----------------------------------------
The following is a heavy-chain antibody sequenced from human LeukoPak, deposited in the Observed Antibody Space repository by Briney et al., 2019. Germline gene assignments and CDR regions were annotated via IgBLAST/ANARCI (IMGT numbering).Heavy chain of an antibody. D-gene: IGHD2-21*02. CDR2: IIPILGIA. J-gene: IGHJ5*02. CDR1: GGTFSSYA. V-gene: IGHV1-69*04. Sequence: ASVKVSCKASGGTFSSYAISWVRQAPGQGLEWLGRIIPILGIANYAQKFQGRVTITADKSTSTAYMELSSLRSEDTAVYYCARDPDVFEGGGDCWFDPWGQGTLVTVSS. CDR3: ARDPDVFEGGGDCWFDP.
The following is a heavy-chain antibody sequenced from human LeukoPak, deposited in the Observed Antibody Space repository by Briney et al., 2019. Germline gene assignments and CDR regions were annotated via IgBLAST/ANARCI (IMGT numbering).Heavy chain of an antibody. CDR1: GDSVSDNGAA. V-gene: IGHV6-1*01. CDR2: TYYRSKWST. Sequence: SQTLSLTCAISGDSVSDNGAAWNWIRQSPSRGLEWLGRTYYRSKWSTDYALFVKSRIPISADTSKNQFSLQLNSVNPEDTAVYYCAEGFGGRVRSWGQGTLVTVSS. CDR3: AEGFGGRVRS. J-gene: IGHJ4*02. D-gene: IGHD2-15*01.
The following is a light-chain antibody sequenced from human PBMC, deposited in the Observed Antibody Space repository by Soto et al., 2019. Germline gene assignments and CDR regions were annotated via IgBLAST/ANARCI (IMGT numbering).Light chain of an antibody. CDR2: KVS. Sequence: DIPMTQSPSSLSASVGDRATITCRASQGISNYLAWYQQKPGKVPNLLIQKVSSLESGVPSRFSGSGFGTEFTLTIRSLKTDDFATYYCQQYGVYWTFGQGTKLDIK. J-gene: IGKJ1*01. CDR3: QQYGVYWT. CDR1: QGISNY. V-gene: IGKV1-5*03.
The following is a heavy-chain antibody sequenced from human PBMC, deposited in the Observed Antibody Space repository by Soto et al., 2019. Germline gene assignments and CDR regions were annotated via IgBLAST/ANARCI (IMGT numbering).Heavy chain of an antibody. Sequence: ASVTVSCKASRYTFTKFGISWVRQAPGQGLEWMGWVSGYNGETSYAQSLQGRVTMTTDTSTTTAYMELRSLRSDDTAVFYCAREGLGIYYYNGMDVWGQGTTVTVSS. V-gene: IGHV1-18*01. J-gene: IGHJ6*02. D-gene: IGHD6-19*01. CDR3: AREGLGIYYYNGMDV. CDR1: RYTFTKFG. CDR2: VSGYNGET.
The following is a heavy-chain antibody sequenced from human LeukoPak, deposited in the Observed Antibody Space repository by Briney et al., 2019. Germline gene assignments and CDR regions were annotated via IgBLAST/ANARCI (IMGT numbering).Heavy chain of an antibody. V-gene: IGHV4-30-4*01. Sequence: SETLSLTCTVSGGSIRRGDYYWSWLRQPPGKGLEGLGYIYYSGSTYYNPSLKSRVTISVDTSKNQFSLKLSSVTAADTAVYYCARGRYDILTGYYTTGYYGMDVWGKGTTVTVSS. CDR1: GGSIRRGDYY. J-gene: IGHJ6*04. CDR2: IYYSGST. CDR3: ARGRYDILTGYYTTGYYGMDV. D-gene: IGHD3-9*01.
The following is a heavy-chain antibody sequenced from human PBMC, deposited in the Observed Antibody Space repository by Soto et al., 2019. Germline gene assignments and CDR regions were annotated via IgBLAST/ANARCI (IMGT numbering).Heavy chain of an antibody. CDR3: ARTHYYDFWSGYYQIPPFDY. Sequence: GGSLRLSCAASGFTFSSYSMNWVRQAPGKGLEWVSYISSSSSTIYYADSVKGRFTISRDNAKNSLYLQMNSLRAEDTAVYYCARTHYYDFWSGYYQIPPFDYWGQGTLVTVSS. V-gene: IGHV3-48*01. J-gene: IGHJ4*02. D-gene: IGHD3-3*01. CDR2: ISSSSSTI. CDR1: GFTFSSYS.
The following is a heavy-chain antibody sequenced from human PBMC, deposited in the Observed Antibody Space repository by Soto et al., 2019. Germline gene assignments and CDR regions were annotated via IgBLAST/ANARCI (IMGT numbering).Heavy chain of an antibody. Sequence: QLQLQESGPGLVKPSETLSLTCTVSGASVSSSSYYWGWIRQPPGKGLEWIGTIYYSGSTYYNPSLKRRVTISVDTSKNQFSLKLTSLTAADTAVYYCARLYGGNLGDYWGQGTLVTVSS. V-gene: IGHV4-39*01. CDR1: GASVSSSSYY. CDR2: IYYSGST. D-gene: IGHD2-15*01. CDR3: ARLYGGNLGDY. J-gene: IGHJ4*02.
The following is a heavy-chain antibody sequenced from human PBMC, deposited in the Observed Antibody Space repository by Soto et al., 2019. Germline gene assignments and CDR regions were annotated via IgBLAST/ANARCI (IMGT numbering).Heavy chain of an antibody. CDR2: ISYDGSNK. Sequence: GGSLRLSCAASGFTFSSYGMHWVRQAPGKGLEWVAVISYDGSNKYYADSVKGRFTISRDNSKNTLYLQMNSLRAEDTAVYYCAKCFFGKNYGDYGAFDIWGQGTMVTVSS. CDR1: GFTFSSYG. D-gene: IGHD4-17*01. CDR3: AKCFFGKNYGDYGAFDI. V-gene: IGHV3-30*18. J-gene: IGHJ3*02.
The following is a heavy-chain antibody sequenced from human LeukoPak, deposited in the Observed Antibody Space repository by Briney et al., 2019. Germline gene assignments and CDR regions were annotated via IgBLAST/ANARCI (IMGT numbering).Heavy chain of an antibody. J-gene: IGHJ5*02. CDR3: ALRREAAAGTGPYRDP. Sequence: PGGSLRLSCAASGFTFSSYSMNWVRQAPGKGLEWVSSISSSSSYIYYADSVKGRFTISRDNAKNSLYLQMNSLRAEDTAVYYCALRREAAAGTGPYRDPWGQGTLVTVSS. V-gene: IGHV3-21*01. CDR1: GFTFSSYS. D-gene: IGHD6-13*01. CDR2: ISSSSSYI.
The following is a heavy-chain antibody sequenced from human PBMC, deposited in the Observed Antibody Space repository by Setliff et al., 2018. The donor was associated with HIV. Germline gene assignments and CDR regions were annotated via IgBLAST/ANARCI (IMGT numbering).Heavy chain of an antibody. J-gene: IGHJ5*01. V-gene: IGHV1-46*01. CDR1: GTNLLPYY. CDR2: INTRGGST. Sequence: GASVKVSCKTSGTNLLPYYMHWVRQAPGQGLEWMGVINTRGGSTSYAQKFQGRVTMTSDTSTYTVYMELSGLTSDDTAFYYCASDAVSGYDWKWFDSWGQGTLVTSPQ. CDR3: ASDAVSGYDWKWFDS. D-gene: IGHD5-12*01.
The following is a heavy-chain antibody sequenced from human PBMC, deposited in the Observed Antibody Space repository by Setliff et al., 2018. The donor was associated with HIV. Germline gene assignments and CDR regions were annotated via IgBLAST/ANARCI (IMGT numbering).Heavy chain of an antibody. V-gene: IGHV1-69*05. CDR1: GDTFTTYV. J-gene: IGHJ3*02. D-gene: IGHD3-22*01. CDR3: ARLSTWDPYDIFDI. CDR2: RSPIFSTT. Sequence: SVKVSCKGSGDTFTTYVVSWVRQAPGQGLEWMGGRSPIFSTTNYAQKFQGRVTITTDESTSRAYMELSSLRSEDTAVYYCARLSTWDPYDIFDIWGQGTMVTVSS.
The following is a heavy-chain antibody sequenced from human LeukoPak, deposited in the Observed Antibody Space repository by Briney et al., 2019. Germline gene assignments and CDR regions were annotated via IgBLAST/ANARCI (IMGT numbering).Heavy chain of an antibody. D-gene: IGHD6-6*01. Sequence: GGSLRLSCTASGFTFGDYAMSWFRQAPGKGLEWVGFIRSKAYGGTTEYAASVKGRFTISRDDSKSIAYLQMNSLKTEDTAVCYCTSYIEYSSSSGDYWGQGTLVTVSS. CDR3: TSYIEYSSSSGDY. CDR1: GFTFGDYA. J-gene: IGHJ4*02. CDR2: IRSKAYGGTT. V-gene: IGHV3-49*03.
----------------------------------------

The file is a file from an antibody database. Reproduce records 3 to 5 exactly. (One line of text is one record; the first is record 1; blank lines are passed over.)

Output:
The following is a light-chain antibody sequenced from human PBMC, deposited in the Observed Antibody Space repository by Soto et al., 2019. Germline gene assignments and CDR regions were annotated via IgBLAST/ANARCI (IMGT numbering).Light chain of an antibody. CDR2: KVS. Sequence: DIPMTQSPSSLSASVGDRATITCRASQGISNYLAWYQQKPGKVPNLLIQKVSSLESGVPSRFSGSGFGTEFTLTIRSLKTDDFATYYCQQYGVYWTFGQGTKLDIK. J-gene: IGKJ1*01. CDR3: QQYGVYWT. CDR1: QGISNY. V-gene: IGKV1-5*03.
The following is a heavy-chain antibody sequenced from human PBMC, deposited in the Observed Antibody Space repository by Soto et al., 2019. Germline gene assignments and CDR regions were annotated via IgBLAST/ANARCI (IMGT numbering).Heavy chain of an antibody. Sequence: ASVTVSCKASRYTFTKFGISWVRQAPGQGLEWMGWVSGYNGETSYAQSLQGRVTMTTDTSTTTAYMELRSLRSDDTAVFYCAREGLGIYYYNGMDVWGQGTTVTVSS. V-gene: IGHV1-18*01. J-gene: IGHJ6*02. D-gene: IGHD6-19*01. CDR3: AREGLGIYYYNGMDV. CDR1: RYTFTKFG. CDR2: VSGYNGET.
The following is a heavy-chain antibody sequenced from human LeukoPak, deposited in the Observed Antibody Space repository by Briney et al., 2019. Germline gene assignments and CDR regions were annotated via IgBLAST/ANARCI (IMGT numbering).Heavy chain of an antibody. V-gene: IGHV4-30-4*01. Sequence: SETLSLTCTVSGGSIRRGDYYWSWLRQPPGKGLEGLGYIYYSGSTYYNPSLKSRVTISVDTSKNQFSLKLSSVTAADTAVYYCARGRYDILTGYYTTGYYGMDVWGKGTTVTVSS. CDR1: GGSIRRGDYY. J-gene: IGHJ6*04. CDR2: IYYSGST. CDR3: ARGRYDILTGYYTTGYYGMDV. D-gene: IGHD3-9*01.